Posts Tagged ‘democracy’

Stuck in the Present

Before we broke the time barrier, we were stuck in the present like all animals on earth. We responded to stimulus, and that was that. The day we realized we would someday die is when we started tying the past, present and future together. That’s what we call intelligence or godliness.

Nonetheless, common man was socially victimized right up to the ‘English Industrial Revolution’ in 1694, the year the Bank of England was created, and especially the ‘American Industrial Revolution’ in 1781, the year the Bank of North America was created.

Bankers, in wanting to create wealth, went about loaning money to the Governments in order for them to create jobs for common man. Parliament in England and Congress in the US then collected the taxes in order to make sure their loans were repaid. That’s what we call democracy; it’s a win-win situation for all concerned.

Since those revolutions, common man has looked towards the future in wanting to create, build, invent and dream. The last two hundred and some years have offered common man the best opportunities that man has ever known. No group of common people in the whole history of mankind had ever had it so good.

Nowadays, it seems that the opportunities offered common man for creating, building, inventing and dreaming are on the wane. We don’t care much to look at how we got here—how our financial world was created—and we don’t see much hope for the future. We’re stuck in the present once again.

The only hope common man has, if he wants to avoid being ever more victimized by Big Brother, is to understand how Big Brother created the world of finance in the first place, for only then will he see how he can start dreaming again. And that’s what my research is all about.

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Day 1 of Democracy

Democracy is a word that’s extremely hard to define. For instance, we say France is a great democracy, yet it’s a centralist state. It has no legislative power at the departmental, town, commune or territorial levels. Furthermore, the great majority of representatives in the unique people’s assembly are elected civil servants who answer naturally to their boss, that is the Head of State, the President. Executive power is wielded by the President and the Prefects, and it flows down to the mayors. If the whole world thinks that France is a great democracy, we can only wonder what democracy is.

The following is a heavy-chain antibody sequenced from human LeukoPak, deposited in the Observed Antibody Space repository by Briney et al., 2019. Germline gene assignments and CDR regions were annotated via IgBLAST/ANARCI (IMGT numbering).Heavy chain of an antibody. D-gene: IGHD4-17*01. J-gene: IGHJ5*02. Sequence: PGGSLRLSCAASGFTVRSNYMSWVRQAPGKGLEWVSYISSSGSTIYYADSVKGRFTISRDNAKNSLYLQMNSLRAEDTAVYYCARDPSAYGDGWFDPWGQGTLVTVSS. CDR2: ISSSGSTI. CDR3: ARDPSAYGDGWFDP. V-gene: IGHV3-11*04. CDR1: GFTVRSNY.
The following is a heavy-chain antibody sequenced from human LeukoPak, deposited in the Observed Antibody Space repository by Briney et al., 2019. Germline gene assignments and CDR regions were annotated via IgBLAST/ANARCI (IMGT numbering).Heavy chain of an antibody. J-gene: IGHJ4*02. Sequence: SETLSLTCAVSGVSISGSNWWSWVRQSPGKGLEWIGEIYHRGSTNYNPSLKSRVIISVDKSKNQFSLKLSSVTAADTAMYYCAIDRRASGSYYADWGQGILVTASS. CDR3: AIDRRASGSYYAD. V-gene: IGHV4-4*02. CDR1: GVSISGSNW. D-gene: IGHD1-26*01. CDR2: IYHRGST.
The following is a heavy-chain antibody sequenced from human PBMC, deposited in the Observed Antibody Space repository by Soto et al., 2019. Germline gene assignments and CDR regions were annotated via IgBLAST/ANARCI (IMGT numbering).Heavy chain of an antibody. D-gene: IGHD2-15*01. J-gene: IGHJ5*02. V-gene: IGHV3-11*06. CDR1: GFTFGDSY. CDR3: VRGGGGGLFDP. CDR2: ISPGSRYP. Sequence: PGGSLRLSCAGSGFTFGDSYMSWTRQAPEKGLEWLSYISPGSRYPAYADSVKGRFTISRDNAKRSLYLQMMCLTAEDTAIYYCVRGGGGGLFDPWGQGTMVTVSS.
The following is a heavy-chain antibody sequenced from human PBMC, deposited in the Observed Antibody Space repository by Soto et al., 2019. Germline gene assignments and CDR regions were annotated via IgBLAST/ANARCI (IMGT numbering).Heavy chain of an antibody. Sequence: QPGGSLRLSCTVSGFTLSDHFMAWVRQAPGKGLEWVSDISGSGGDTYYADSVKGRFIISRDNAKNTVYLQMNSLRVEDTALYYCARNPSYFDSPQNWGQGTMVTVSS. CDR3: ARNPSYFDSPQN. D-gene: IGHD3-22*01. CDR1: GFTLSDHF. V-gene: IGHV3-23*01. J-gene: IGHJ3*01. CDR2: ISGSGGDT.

Again knowing and understanding isn’t one and the same thing. When we visit France’s fabulous monuments and enjoy its great food, we’re not inclined to question its politics in the same way we don’t question the role of the White House when in Washington. The US Presidency with its hoards of non-elected powerful civil servants who run the army, the federal police and everything else with a daunting iron hand is also very centralist. Thanks in part to his veto power, the President has more power than any Absolute King of Divine Right ever had. The Presidency may change names every four years, but it remains fundamentally dictatorial in nature.

It’s all very confusing, and only if we understand what happened during the Glorious Revolution in England, does it become clear. If the bankers went to all that trouble in 1688, it wasn’t because they wanted to grant real power to the people, but rather to manipulate that power. They were betting on a human foible whereby the people’s representatives would want to do things before the taxes were collected. Of course, they were right on the money. The Bank of England created in 1694 was their bank, and since it was the only game in town, they decided what was to be funded. They thus directly controlled the monetary system and indirectly controlled all important decision-making. Financing political campaigns and getting the right brand of representatives to run the country and collect taxes has always been considered democratic, and it gave us this wonderful world that we fail to understand.

Glorious Revolution-2

For over 1000 years the Roman Catholic Church ruled Europe. Although built on the vow of poverty, it was the first international financial power that the world had ever seen. The courts of Europe were filled with the Pope’s representatives and they ruled very inefficiently using diplomacy and intrigue. That’s why when Henry VIII told the Pope that he was the boss in England, England had effectively seceded from the Holy Roman Empire. That, in turn, meant that the Crown had to rethink its financial structures and go to the private Jewish bankers for help. However, unlike what was happening in the Netherlands, in England, the Jewish bankers were barely tolerated, for Henry VIII and the aristocracy were still very much Catholic. That’s why the London bankers trailed behind the Dutch bankers for such a long time.

 Because the papists in Ireland, Scotland, and England, still represented a considerable force, religion continued to play a major role in England. In Ireland, for instance, the English Protestants didn’t even try to promote cohabitation. They simply came in as brutal conquerors and, not surprisingly, it triggered many atrocities on both sides. In 1572, Elizabeth I’s decision to do a bit of ethnic cleansing by chasing the Irish Catholics out of  Ulster’s six counties in the North of Ireland and replacing them with Royalists and Puritans, would weigh heavily on the future of Great Britain and cause enormous pain and suffering in Ireland, as well as England, for centuries to come. Although mostly Jewish, the bankers, then and now, believe in religious freedom. Religion was the reason Cromwell failed them the first time round, but they now knew how to go about creating a representative Parliament, Democracy, and hence, taking control of the monetary system.

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